The electronics industry has a notoriously myopic view of events—hence the disastrous inventory-driven boom-and-burst cycles that pockmark its history. But if you think the industry will soon forget the lessons learned from the March 11 Japan earthquake you might be completely mistaken—at least according to a major semiconductor vendor and its extended supply chain.
Behind the scenes, all of the major chip suppliers, other component vendors, OEMs and their extended support base are overhauling all parts of their manufacturing operation to increase the level of redundancies in the system and ensure any future natural disasters do not leave as big an imprint on the industry.
Perhaps it's right that Renesas should lead the charge. Five of the companies' fabs and three test and assembly sites in Japan were impacted by the earthquake and the resulting tsunami (all had to be temporarily shut down). And while the company has pulled through far ahead of schedule, it is moving far beyond recovery and rebuilding to implement a range of far-reaching actions that are meant to drastically reduce the impact of future calamities while sharply cutting down on recovery time.
"We will end up with more manufacturing capacity than before the earthquake because of the foundry capacity that we brought on and are continuing to use. We will also have a stronger, more flexible and more redundant supply chain," said Dan Mahoney, CEO of Renesas' U.S. subsidiary, Renesas Electronics America, in an interview. "This reflects a belief on our part that the earthquake is changing mentalities throughout the electronic industries, changing some of the philosophies that have governed the supply chain management throughout the electronics industry. "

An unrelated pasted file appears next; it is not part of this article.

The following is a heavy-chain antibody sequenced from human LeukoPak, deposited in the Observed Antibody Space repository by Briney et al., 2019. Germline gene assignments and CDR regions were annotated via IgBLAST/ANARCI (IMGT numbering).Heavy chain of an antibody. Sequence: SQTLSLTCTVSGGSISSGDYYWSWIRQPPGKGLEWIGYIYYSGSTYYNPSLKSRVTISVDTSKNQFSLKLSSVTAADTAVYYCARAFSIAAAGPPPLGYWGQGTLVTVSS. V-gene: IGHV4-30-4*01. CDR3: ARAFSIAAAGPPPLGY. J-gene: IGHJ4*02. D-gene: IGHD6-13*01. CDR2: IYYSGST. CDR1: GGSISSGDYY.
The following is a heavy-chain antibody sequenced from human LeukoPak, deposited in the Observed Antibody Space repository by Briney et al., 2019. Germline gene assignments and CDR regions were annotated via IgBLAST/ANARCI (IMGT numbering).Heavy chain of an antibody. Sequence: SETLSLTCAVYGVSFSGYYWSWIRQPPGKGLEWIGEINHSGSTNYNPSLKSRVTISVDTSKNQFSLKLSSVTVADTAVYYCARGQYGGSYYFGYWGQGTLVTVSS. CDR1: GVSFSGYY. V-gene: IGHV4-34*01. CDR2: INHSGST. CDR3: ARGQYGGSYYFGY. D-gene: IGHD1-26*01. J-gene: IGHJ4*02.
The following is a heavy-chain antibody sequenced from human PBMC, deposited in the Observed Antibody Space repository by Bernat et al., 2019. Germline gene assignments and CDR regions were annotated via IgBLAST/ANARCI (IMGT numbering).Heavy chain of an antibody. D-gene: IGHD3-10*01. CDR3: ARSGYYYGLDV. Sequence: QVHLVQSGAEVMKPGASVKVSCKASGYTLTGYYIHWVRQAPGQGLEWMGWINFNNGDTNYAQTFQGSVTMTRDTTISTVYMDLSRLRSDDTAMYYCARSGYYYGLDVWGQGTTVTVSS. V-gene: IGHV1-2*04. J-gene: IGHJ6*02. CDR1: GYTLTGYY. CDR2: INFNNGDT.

Of course the entire electronics industry felt the heat from the Japan earthquake,e although the expected impact was lessened by the concerted efforts of companies working together—including rivals in some cases—to satisfy customer demand. But the greater fear of the entire market was the knowledge that the destruction and its impact could have been worse if a similar earthquake had hit Taiwan.
"People feel like they dodged a bullet," adds Mahoney. "It could have been a lot worse. So, we are seeing requests from customers to provide redundant manufacturing plans in new business proposals. I think this is going to spread and I think that greater redundancy and better risk management is going to be an expectation throughout the electronics industry."